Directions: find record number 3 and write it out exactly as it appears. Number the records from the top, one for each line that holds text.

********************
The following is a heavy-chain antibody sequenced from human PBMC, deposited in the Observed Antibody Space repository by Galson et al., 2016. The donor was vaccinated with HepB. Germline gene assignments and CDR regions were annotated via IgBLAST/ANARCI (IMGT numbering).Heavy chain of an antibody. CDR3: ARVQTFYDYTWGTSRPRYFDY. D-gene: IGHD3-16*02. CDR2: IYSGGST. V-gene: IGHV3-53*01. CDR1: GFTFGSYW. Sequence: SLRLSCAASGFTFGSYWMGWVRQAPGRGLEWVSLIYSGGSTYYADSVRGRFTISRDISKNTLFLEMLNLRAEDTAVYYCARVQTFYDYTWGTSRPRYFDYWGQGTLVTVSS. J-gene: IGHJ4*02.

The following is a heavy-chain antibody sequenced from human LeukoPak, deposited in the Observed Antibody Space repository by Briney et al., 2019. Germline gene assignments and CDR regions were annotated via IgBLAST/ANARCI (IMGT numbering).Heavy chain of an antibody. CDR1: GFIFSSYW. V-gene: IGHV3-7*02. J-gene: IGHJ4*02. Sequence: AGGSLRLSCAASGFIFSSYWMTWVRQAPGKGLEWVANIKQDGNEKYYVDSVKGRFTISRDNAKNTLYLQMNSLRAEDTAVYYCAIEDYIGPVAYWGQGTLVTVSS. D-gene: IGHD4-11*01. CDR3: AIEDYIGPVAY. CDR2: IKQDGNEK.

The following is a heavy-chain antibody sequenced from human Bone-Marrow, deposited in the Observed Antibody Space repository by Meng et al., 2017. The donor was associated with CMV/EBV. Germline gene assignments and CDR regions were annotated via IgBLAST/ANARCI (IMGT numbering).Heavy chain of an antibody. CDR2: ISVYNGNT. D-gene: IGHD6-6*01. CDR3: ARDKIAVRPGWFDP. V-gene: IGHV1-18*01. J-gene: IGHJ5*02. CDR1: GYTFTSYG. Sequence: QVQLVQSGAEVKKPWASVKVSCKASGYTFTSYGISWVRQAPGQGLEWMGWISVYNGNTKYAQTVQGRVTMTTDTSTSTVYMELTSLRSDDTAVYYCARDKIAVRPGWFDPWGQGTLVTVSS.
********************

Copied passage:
The following is a heavy-chain antibody sequenced from human Bone-Marrow, deposited in the Observed Antibody Space repository by Meng et al., 2017. The donor was associated with CMV/EBV. Germline gene assignments and CDR regions were annotated via IgBLAST/ANARCI (IMGT numbering).Heavy chain of an antibody. CDR2: ISVYNGNT. D-gene: IGHD6-6*01. CDR3: ARDKIAVRPGWFDP. V-gene: IGHV1-18*01. J-gene: IGHJ5*02. CDR1: GYTFTSYG. Sequence: QVQLVQSGAEVKKPWASVKVSCKASGYTFTSYGISWVRQAPGQGLEWMGWISVYNGNTKYAQTVQGRVTMTTDTSTSTVYMELTSLRSDDTAVYYCARDKIAVRPGWFDPWGQGTLVTVSS.